Move/Copy Constructors

This page describes how to implement C++11 move and copy constructors in classes.

In the API there are strict requirements as to how classes need to be implemented, so that they can function e.g. with sort and array templates.

Type I

The first distinction is whether your class is a POD (plain old data) class or not.

POD classes can be copied as a whole by a simple MemCopy() and do not allocate any memory. POD classes do not require any special move/copy constructors.

Example:

class Vector
{
public:
};

The arrays use type traits to automatically determine whether objects can be moved or copied with memmove()/memcpy(). To force a specific

Note
For arrays and sorting you don't need to specify any special flags, but you can make use of BASEARRAYFLAGS::MOVEANDCOPYOBJECTS and BASESORTFLAGS::MOVEANDCOPYOBJECTS to increase copy & move speed.


Type II

For all other classes the first step is to use of the MAXON_DISALLOW_COPY_AND_ASSIGN macro at the beginning of the class. It declares the class copy constructor and operator private (not all compilers support C++11 deleted functions yet) and prevents copy and assign operations which implicitely expect success (or throw an exception).

Example:

class MemoryBlock
{
private:
void* _memory;
Int _memorySize;
};

To use such a class in combination with (most types of) arrays we need to define a move constructor and move assignment operator. Move constructors and operators define how to move the class in memory efficiently, without the need to copy the class and its contents.

Example:

class Example1
{
public:
Example1() {}
~Example1() {}
Example1(Example1&& src) : _data(std::move(src._data)) {}
private:
BaseArray<Char> _data;
};

The statement MAXON_OPERATOR_MOVE_ASSIGNMENT(className) automatically defines the move assignment operator based on the move constructor, so we don't have to write the same code twice.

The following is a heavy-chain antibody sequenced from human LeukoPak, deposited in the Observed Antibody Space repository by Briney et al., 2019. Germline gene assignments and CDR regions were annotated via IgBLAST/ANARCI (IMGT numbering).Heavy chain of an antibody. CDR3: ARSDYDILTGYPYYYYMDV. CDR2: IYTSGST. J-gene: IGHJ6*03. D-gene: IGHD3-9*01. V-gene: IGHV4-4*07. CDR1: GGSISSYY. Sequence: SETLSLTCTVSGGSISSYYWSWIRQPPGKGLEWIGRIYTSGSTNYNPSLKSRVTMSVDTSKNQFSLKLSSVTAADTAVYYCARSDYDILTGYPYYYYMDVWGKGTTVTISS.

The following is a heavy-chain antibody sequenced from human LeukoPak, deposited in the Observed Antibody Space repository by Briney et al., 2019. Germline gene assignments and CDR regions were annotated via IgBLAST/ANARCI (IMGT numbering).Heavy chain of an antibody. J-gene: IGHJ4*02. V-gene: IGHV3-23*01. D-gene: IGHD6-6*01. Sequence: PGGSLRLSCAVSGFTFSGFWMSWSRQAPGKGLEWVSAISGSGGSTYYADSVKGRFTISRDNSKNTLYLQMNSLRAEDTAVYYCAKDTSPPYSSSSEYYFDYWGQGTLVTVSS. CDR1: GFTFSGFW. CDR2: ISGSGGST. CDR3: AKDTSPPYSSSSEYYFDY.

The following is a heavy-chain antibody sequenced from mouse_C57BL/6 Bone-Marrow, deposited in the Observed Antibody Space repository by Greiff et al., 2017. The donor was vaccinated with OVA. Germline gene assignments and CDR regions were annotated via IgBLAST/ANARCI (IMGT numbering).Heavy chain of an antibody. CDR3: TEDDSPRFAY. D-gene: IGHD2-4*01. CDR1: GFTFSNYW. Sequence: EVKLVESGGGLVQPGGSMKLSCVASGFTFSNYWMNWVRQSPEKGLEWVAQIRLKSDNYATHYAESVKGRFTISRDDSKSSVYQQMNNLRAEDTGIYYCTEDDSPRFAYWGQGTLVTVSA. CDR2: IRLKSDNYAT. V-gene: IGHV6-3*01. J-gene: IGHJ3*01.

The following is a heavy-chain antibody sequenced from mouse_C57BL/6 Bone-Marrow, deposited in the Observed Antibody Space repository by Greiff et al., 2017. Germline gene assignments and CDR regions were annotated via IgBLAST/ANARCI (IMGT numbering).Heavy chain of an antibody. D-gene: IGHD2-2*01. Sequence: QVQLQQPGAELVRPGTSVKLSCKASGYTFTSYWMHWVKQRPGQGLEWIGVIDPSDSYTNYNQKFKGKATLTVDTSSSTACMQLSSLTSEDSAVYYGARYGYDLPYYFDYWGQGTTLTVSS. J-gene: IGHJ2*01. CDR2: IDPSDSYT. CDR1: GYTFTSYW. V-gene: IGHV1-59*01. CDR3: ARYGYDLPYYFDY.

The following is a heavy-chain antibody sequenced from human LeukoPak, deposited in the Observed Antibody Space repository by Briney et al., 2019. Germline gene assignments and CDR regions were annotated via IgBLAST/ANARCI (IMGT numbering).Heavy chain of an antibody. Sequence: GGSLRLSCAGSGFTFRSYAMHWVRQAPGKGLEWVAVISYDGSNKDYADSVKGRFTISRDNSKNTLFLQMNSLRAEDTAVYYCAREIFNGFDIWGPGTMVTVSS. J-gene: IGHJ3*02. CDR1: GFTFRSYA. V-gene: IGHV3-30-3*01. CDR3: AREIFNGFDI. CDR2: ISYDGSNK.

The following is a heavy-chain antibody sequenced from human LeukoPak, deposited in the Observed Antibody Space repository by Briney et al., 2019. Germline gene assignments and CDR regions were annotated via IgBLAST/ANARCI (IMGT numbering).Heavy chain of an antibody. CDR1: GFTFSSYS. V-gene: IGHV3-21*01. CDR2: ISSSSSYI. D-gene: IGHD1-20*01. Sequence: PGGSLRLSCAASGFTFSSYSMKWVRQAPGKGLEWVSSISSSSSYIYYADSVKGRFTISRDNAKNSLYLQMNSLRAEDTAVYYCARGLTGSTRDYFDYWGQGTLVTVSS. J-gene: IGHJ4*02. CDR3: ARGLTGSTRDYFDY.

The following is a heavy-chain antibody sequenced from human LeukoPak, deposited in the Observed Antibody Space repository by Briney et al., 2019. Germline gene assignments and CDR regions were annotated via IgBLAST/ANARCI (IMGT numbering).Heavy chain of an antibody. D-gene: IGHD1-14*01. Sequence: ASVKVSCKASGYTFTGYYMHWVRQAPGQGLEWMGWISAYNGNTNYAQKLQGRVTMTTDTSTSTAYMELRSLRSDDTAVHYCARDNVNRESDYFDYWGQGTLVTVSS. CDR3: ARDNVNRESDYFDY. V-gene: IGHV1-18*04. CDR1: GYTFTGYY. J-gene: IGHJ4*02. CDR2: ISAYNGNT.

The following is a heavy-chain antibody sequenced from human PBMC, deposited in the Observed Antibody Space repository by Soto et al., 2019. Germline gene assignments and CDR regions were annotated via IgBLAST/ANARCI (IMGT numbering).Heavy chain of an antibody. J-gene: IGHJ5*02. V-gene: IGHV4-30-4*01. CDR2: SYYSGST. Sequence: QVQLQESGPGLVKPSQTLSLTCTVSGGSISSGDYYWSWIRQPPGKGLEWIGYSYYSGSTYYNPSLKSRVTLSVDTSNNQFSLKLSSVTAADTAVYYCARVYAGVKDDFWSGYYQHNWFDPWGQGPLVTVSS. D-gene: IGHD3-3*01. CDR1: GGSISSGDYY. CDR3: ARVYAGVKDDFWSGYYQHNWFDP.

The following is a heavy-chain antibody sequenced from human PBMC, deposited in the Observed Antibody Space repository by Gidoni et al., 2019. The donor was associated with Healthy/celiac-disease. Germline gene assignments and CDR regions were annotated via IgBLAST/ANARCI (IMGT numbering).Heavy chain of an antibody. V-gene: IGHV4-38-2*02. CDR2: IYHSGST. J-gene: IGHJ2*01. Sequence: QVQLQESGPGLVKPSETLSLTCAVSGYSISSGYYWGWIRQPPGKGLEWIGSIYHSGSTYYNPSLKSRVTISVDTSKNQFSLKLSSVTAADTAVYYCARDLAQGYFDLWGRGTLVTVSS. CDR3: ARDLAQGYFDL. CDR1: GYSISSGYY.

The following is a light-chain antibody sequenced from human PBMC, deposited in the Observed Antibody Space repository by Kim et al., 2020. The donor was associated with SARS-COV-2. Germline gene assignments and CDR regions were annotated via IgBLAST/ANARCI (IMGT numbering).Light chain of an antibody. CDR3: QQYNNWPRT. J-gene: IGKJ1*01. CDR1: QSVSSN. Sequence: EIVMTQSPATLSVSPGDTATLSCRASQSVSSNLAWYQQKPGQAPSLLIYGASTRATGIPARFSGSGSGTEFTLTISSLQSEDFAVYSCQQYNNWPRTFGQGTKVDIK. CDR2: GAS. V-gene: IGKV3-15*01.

After defining the move constructor arrays or sorts can be used (otherwise you'd get a compile error in one of the header files):

BaseArray<Example1> test;
Example1* ptr = test.Append();

For derived classes the code is slightly more difficult to write:

class Example2 : public Example1
{
public:
Example2() {}
Example2(Example2&& src) : Example1(std::move(src)), _val2(std::move(src._val2))
{
src._val2 = 0;
}
private:
Int _val2 = 1;
};


Type III

If your class does not only need to be moved in memory, but also needs to be copied or duplicated the member CopyFrom() needs to be added:

class Example1
{
public:
Example1() {}
~Example1() {}
Example1(Example1&& src) : _data(std::move(src._data)) {}
MAXON_WARN_UNUSED Result<void> CopyFrom(const Example1& src)
{
if (_data.CopyFrom(src._data) == maxon::FAILED)
return OutOfMemoryError(CREATE);
return OK;
}
private:
BaseArray<Char> _data;
};

Defining CopyFrom() is the only clean way to deal with out of memory situations, which cannot properly be tracked by using regular C++ copy constructors/operators without using exceptions.

After defining a CopyFrom() method you're now able to copy arrays:

BaseArray<Example1> test, test2;
if (test.CopyFrom(test2) == maxon::FAILED)
return false;

or append data by copying it (though this is not the most efficient way to do):

BaseArray<Example1> test;
Example1 val;
if (test.Append(val) == nullptr)
return false;